Farms are very attractive, in theory. My mum and dad, Mavis and Angus, uncle and aunt to the kids in this story, had a dairy farm in Western Victoria and my mum's nieces and nephews lived in the city. We farm kids thought a rare visit to the city was very exciting and our cousins thought a visit to the farm was exciting.
Mum and dad loved to entertain the visitors. Dad especially would create fun activities for all to enjoy and mum would create big meals for everyone. My cousins have happy memories of those days long ago, in the last century, in the 60s and 70s. The Smith family drove from Adelaide, about eight hours, so it was quite an adventure. Our other cousin, Rex, only had to come from the nearby town of Portland but then moved to Melbourne about five hours away so he too had a bit of a trip.
In the 1970s my husband and I bought a small farm nearby and ran a few sheep. On this particular day in about 1976 the lambs needed to be drenched for worms. As our sheep yards at that time were still in a state of disrepair and lacked a narrow race it was a bit of a task to catch the lambs in the rather large enclosures, so my dad thought it would be helpful if he brought his visitors over to help out. Dad, Uncle Arthur, the three young Smith cousins (Julie, Robert and James) and their friends (Michael and his two girls) arrived and were put to work.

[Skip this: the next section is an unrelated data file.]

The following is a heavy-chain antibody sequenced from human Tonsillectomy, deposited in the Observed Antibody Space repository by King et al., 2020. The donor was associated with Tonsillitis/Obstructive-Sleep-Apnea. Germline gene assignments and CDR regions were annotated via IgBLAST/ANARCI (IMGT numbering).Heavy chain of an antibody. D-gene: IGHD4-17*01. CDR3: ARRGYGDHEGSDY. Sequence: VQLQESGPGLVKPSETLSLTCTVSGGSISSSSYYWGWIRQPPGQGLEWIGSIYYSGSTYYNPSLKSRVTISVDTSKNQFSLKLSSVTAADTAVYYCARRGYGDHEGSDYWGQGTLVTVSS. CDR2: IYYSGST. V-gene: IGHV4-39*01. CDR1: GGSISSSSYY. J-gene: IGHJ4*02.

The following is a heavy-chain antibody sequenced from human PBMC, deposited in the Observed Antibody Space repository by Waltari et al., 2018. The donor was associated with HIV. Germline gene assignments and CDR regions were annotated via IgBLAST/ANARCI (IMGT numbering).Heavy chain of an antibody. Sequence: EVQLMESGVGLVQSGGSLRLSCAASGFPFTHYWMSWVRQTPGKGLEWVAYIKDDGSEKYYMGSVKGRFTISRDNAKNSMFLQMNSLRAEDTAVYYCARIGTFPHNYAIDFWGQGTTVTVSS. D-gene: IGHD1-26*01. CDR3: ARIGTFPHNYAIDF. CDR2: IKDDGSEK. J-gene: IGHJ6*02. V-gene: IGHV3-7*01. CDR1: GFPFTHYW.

It was pretty funny. The kids, especially the girls, were reluctant to get dirty. Very reluctant. And the lambs were lively and hard to catch and hard to hold if they were caught. There was a lot of squealing and the kids got very dirty. But we got the job done.
My cousins still talk about that day.
This blog is in response to Sepia Saturday's theme photo that shows a lady being carried across a stream. I didn't have any photos of a gentleman helping a lady but I did have these photos, scanned off slides, showing people helping out on a farm. They aren't sepia but they are nearly 40 years old. Yet it seems like just yesterday! This is for you, Julie.